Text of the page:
Tuesday, August 30, 2011

Her highness, Chanterelle

Chanterelle. She is like no other fungus. Actually, no other fungus is quite like Madame chanterelle. Contemptuous, the candle that tries to weigh her worth.



Such an elegant name befitting the queen of the forest jewels. Her essence, reminiscent of the silver mists that perfume the forest floor, and her taste, of cedar and spicy nosegay, maybe of violet and the wild mint that grows in the shadows at garden's edge. There is nothing more arresting than her golden bloom. And for her, I would spend my final dime.


Leek & chanterelle, an artisan pie

Has the moment in your life arrived when your purpose lays its hand on your shoulder and whispers, 'it is time'? Today was such a moment for me, though this time was not the first, and I suspect that it won't be the last that I feel its touch. It was a relief, I must say. I could not ignore it one moment more.

I was a chef in some previous life, and I left it, for what, I still don't entirely know. It is an illusion that one will understand the self in its entirety, after all. A rather long sabbatical its been, one that I recall was ignited by the desire to find some purpose. This, a noble pursuit, though at the time it resembled folly. Alas, when the torch is set, there is nothing more to do but honor the ensuing blaze.

I could not go on any further, this much is clear, without understanding precisely what that purpose was. There is a private part of me, perhaps that what is vain, that wishes then that I had simply asked myself and intuited the answer, instead of roaming the crevices of world questioning the places and outside things that could never tell me who I was meant to be. Though when looked upon through pragmatic eyes, the experiences lent some indispensable clues. One thing that I have learned without uncertainty: No matter how heavy the stone overturned, there will always be another with yet deeper anchor that will eagerly test your might, and one is rarely ever fully prepared for the discovery awaiting in the hollow.

I do not regret the path that I chose, earnestly, I know that I would not have discovered the qualities that I did otherwise. For, one's path holds an absolution, even if to the wanderer the passage seems narrow or utterly arcane, and it is wholly compulsory that one must in their own life question that which is lain before, one is a fool if one chooses otherwise. To be sure, it is not until one wears through the soles of one's shoes that the nature of the path be revealed.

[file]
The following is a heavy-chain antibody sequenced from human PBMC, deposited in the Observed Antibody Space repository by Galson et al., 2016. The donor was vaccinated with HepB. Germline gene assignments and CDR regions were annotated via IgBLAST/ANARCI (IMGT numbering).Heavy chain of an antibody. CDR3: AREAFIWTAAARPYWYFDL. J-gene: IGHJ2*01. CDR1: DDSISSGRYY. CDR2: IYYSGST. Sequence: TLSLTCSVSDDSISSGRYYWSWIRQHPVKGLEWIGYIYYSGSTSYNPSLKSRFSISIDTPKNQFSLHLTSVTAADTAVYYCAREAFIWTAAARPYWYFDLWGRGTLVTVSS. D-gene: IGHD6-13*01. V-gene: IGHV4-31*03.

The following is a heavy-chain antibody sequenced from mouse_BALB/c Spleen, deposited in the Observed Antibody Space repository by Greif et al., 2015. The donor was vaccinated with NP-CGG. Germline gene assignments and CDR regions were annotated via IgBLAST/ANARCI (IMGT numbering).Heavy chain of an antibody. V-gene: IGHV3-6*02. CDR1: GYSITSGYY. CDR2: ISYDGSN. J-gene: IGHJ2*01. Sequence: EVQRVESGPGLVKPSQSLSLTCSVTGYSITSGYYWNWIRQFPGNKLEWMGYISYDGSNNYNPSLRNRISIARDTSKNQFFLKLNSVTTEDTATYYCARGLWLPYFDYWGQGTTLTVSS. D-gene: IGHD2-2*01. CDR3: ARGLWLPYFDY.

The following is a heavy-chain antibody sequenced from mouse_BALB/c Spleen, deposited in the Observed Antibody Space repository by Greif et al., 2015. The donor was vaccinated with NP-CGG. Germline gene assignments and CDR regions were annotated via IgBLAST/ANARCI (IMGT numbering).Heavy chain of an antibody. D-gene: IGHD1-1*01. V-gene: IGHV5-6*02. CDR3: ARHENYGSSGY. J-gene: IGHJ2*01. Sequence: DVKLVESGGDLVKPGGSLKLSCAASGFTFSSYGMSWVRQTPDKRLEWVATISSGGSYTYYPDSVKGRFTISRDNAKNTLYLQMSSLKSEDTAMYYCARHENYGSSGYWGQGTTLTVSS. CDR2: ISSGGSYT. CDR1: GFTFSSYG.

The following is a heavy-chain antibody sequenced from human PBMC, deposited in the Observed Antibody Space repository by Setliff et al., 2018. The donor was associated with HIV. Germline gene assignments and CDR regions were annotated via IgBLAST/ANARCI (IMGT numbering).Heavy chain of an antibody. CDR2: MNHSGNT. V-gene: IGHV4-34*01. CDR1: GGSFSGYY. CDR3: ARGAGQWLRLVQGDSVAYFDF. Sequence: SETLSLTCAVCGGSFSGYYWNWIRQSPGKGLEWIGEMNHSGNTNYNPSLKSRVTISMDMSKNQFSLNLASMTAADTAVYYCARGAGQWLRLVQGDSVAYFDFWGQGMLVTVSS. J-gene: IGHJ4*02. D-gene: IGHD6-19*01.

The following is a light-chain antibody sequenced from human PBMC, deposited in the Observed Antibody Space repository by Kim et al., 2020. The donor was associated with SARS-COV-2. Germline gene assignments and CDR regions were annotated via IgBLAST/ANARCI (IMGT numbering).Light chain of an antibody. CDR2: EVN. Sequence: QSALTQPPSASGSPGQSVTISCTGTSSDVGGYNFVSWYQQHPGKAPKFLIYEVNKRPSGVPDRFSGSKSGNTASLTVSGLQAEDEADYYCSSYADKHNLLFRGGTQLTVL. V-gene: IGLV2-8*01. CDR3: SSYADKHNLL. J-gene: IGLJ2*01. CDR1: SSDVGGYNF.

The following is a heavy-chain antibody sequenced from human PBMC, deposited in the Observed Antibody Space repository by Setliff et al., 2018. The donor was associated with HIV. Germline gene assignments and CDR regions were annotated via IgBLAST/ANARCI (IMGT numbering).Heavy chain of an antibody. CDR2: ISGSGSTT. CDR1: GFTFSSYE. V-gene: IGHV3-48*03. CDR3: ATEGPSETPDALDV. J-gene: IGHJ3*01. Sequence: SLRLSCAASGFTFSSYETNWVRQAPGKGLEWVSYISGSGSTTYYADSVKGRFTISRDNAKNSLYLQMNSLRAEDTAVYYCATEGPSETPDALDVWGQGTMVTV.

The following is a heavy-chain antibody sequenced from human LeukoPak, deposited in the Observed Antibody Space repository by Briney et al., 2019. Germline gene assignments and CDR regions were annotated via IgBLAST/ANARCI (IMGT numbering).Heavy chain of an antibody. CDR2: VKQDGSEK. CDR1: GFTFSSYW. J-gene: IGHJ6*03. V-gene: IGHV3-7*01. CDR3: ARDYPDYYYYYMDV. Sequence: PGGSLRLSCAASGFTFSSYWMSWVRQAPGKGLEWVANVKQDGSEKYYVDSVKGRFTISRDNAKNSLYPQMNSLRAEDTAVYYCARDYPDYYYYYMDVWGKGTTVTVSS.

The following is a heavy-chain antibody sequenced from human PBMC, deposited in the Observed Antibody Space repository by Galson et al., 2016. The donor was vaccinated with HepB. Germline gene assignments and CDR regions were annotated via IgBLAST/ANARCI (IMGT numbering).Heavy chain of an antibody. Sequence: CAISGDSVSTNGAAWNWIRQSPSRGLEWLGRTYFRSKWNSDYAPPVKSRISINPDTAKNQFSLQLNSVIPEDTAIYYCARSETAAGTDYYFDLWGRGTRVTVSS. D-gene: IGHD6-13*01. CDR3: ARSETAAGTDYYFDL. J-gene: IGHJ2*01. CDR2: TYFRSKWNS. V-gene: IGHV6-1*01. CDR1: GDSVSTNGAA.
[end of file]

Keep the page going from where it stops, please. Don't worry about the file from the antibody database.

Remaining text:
I love to write. Always have. It's like breath for me. It is the one thing in my life that I do not judge. I never have, and I don't think that I possibly could. I write to discover who I am, and how can that ever be wrong. Writing for me is something that cannot be avoided, and I had always thought that this was my sole calling. I had no idea, truly, that there could ever be more. Even though it was right before me. And it is cooking that has pulled me back into its arms, home again. Oh lucky day that the two can be so blissfully wed, as I believe we are all aware. I wonder, how many cookbooks do you have? And are you captivated by the food? Or is it about the voice of the author, her path, his view? I don't think that the two could ever be divorced. Because then, where would that leave either of the two, one without the other, lost, without momentum, without purpose.

But back to the chanterelle.


This day I had a few, just a small parchment, perfect they were, and so deeply hued that they veritably smoldered when I opened the package to investigate their elegance. I set out to make a pizza, and for this pie I made my own dough. A light wheat, based partially upon the Tartine country loaf, and partially on my sleepy eye: I was not quite awake when I weighed out the components that by now I know by heart; too little bread flour, a bit too much wheat. The result was a dough that I understood would become a regular guest in my kitchen, and one all too welcome. I am excited to try it out as a boule, and as soon as I do, you will be the first to know.